For information only - not an official document.

6 February 2001

Japan’s Contribution to UN Programmes of Promoting Astronomy and
Basic Space Science in Developing Countries Marks Tenth Year Anniversary

VIENNA, 6 February (UN Information Service) - Cooperation between Japan and the United Nations in promoting space science programmes in developing countries is marking its tenth year in 2001. Representatives of Japan are expected to receive a special word of praise for the decade long, model-like cooperation during the next session of the Scientific and Technical Subcommittee of the UN’s Committee on the Peaceful Uses of Outer Space which begins here on 12 February.

Building on the successes of the past ten years, the Government of Japan, in cooperation with the Vienna-based United Nations Office for Outer Space Affairs, is continuing the establishment of Planetaria and astronomical telescope facilities at universities in developing nations. Japan's initiative is facilitated through Japan's Cultural Grant Aid and General Grant Aid Programmes. Cooperation between leading astronomers from the National Astronomical Observatory of Japan, Tokyo, with their peers in developing countries has been a main driving force for establishing Planetaria and astronomical telescope facilities in developing nations around the world.

Planetaria have been donated to Uzbekistan (2000), India (1999), Sri Lanka (1998), Uruguay (1994), Argentina (1993). Currently negotiations are on-going between the Governments of Costa Rica and Japan to establish a Planetarium at the Universidad de Costa Rica in San Jose.

Astronomical telescopes and supplementary equipment has also been provided by Japan to the Philippines (2000), Paraguay (1999), Sri Lanka (1995). The Government of Chile is currently negotiating with the Government of Japan the establishment of an astronomical telescope facility at the Cerro Calan Astronomical Observatory at the University of Chile.

These developments follow up on recommendations made at a series of basic space science workshops organized annually since 1991 under the United Nations Programme on Space Applications, implemented by the Office for Outer Space Affairs in cooperation with the European Space Agency (ESA).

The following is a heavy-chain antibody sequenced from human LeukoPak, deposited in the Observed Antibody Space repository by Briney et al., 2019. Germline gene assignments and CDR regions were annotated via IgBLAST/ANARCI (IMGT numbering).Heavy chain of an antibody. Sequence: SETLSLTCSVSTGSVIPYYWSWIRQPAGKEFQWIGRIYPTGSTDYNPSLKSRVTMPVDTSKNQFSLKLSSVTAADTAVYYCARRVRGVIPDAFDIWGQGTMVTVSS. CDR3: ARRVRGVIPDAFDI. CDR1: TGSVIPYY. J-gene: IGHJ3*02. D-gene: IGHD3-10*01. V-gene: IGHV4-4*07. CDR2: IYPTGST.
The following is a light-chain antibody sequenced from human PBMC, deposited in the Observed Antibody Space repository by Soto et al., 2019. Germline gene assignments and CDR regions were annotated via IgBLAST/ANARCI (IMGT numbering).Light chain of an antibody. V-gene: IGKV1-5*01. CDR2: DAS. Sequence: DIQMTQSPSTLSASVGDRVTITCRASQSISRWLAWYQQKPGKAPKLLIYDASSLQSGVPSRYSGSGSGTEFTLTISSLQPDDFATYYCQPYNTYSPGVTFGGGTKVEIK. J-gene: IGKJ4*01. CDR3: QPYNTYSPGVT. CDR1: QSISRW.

The annual Workshops on Basic Space Science are intended to contribute to the world-wide development of astronomy and space science. Such Workshops have been organized in India (1991) and Sri Lanka (1995) for Asia and the Pacific, in Costa Rica (1992), Honduras (1997), and Colombia (1992) for Latin America and the Caribbean, in Nigeria (1993) and Mauritius (to be held in 2001) for Africa, in Egypt (1994) and Jordan (1999) for Western Asia, and in Germany (1996) and France (2000) for Europe.

Other projects considered during the UN/ESA Workshops on Basic Space Science, include:

  • the feasibility of the establishment of a World Space Observatory (WSO/UV);
  • the Network of Oriental Robotic Telescopes (NORT);
  • the annual publication of a newsletter (African Skies/Cieux Africain) for the astronomical community in Africa; and
  • the development of educational material to be used in introducing astronomy into education curricula in developing nations at the university level.

Over the past ten years, astronomers and space scientists from 123 United Nations member States participated at or contributed to the success of the UN/ESA Workshops on Basic Space Science.

The workshops were conducted as part of the activities of the United Nations Programme on Space Applications, which promotes awareness of advances in space science and technology and their applications, in developing nations. The Programme conducts annually training courses, seminars, conferences, and workshops on space-related issues. It also administers a long-term fellowship programme for in-depth training of specialists in space science and technology, provides technical advisory services on request and is contributing to the establishment and operation of regional Centres for Space Science and Technology Education, affiliated to the United Nations, around the world with the goal of developing indigenous capabilities.

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